If you prefer a standard dongle-style hub or just something that doesn’t have a built-in kickstand, here are some other options I’ve tried and like. Read our Guide to the best USB hubs and docks for more recommendations.
Twelve South StayGo Mini USB-C hubs for $60: This little USB-C hub may be all you need and it is oh really compact. It’s a little taller but narrower than a Zippo lighter and has a 4K HDMI port, a USB-A, an 85-watt USB-C port with pass-through charging, and a headphone jack. I had trouble installing it on a case-protected iPad, but Twelve South includes a USB-C female to USB-C male cable that solves this problem.
Hyper HyperDrive 6-in-1 Dongle for $96: It has a 60-watt USB-C port, USB-A, MicroSD slot, SD card slot, 3.5mm audio, and 4K 60Hz HDMI. You can plug it into your iPad’s USB-C port and leave it flush and secure with the edge or change it to a short, flexible cable. You need the cable if you have a case for your iPad, and Hyper provides the screws and screwdriver to change the part (it took me two minutes). Just remember to unplug it when you’re not using it, as it will slowly drain your tablet’s battery.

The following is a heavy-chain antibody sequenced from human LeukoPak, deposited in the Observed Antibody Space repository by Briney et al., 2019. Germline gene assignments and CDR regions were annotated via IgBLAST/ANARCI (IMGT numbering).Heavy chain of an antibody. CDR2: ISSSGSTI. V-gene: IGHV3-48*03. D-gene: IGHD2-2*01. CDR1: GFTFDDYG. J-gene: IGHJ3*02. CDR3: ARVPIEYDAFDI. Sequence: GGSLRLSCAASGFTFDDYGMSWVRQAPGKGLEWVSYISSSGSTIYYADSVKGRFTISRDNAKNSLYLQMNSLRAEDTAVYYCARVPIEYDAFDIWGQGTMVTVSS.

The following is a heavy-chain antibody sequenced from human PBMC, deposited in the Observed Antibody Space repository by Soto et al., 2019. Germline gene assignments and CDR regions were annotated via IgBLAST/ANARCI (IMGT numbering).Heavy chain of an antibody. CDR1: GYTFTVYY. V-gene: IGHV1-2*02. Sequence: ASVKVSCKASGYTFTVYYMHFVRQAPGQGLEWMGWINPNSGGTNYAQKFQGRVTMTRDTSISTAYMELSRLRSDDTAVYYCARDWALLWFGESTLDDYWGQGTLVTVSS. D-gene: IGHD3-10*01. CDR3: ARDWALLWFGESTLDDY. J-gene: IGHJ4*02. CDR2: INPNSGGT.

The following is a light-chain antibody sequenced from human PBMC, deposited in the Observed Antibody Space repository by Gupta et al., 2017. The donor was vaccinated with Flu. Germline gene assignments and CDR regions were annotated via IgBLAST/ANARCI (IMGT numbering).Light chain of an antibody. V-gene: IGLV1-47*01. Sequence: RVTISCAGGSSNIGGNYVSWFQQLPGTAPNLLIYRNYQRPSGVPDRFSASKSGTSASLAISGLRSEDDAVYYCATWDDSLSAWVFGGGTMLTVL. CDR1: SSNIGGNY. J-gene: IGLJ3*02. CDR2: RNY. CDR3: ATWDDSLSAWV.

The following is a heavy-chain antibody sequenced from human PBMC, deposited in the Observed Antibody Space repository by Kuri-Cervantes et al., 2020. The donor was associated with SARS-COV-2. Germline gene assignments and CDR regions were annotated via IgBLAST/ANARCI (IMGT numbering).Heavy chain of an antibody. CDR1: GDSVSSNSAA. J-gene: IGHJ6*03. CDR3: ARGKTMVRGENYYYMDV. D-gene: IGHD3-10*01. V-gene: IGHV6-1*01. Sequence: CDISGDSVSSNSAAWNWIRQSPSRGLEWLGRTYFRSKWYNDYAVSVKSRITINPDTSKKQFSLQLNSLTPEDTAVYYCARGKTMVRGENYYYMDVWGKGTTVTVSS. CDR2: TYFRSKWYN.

Satechi USB-C hybrid with SSD enclosure for $90: Satechi’s four-port hub is a little too big, considering the number of ports it has, but there’s a good reason for that. Remove the aluminum cover and you’ll find a slot for an M.2 SATA solid-state storage drive. That means access to an external SSD, along with two USB-A connectors, a 100-watt USB-C pass-through charging port, and a 4K HDMI at the same time. I didn’t have an M.2 SATA drive to test, but this 1 terabyte card should work. Just know that the Satechi hub does not support NVME M.2 cards.
Anker USB-C to Ethernet Adapter for $23: Most people won’t need an Ethernet port on an iPad, but maybe you’re trying out some cloud gaming on your tablet. If so, you’ll need the fastest speeds you can get so your games appear in the highest quality possible. This simple aluminum USB-C to Ethernet dongle provided download speeds of around 700 Mbps on my home iPad Pro, which is what my desktop PC typically achieves.